PLEASANT VIEW — Maybe Weber High’s color scheme — red, black and white — means it’s hard to see the red and white bullseye on the Warriors’ backs.
Or maybe head coach Matt Hammer is just that good at getting Weber to turn its attention to the upcoming season, no matter the amount of history the Warriors made with their Region 1 title last year, no matter how special that season was.
Either way, Weber can expect every opponent’s best shot this year as the defending region champions.
In turn, the Warriors’ opponents can expect a team that’s not interested in dropping off from last season. Weber is firmly planted in the region title contender discussion and not for the simple reason of being the defending champion.
“We’re doing everything the same. We know there’s a target on our back, but with knowing that, we’re grinding harder, so I think it’s helping us,” senior wide receiver Hudson Schenck said.
Schenck caught 46 passes for 707 yards and 10 touchdowns last year, all of which led the team.
He and senior Sione Moa (40 catches, 430 yards) make up a formidable receiving duo that should certainly help new quarterback Kohl Hogan.
Their task is going to be harder this year, because instead of getting “slept on,” as Schenck says the Warriors were last year, everyone knows about Weber.
People want to dethrone the champions.
“The bullseye this and that, deep down that’s what you want. Sometimes it’s harder to coach, but for me I don’t even think about it, we gotta worry about us,” Hammer said.
Weber has three tough non-region games, part of Hammer’s “iron sharpens iron” philosophy.
Everyone’s focused on the Aug. 17 opener at American Fork, a team that hung 54 points on Weber in last year’s season opener.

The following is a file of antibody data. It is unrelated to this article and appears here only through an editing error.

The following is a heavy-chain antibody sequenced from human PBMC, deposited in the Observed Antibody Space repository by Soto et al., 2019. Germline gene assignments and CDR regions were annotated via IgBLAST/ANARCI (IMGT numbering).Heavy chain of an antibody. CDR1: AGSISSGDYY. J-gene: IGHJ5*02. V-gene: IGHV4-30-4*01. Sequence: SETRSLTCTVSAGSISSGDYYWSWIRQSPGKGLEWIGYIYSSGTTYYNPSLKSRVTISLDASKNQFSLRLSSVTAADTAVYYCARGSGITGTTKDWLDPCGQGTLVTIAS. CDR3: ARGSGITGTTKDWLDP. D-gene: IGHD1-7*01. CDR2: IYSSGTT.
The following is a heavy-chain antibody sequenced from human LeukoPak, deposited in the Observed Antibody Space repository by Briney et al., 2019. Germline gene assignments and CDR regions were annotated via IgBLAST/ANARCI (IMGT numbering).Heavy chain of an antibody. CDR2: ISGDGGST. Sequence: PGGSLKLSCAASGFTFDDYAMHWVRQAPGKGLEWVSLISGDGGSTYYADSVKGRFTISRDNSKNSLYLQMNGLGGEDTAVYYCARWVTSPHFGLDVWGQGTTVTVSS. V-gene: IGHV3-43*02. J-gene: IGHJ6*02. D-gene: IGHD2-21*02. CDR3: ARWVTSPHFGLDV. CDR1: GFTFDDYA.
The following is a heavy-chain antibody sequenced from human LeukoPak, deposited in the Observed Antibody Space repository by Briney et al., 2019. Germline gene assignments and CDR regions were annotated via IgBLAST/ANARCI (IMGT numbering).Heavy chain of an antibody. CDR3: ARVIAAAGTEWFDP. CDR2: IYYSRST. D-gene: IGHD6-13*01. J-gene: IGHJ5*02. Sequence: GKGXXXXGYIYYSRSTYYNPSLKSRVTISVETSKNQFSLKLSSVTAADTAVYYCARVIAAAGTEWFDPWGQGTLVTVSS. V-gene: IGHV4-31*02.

The Cavemen are widely considered to be a state semifinal contender this year.
“I think we need to win our first game to get that confidence, we lost our first one last year and it kind of gave us doubts, but we bounced back and beat Roy, and that kind of got us going,” senior linebacker Brandt Opheikens said. “But I feel like if we capitalize on the first game, we have a good chance of going all the way through.”
The region championship validated the coaching staff’s beliefs and practices. It also sparked a desire for more.
Hammer said the goal is to get to a semifinal game at Rice-Eccles Stadium this year and anything less is considered a failure.
It starts with the little things. Hammer is obsessed with them and he’s intently focused on what’s in front of the team, but he brought up last year’s 26-17 quarterfinal loss to Lone Peak as an example of how easy it can go wrong.
He pointed to the several sacks the Warriors allowed, a holding call that facilitated a Lone Peak interception shortly thereafter, and a missed receiver on a sure touchdown.
“I don’t think it’s that far off, but I don’t think it’s that far off from losing either. So to being a 5-5 team to being a 9-2 team to being a 10-1 team, I don’t think there’s a big difference that way,” Hammer said.
Weber has a new special teams coach in Tate Lewis, a Fremont High graduate and former Southern Utah punter, and the older brother of offensive lineman Trevor Lewis.
Jayson Anderson, who was the defensive coordinator at Weber for two years before leaving for the Logan High head coaching job, is back coaching tight ends and cornerbacks.
Key stretch: Weeks 2-4 present a local rivalry against a tough Roy team and two region games against Clearfield and Northridge. All three are at home.
Streak busters: Weber ended multiple-game losing streaks against given opponents by beating the following teams last year: Syracuse (seven games), Davis (seven), Roy (six), Fremont (three), Northridge (two) and Layton (two).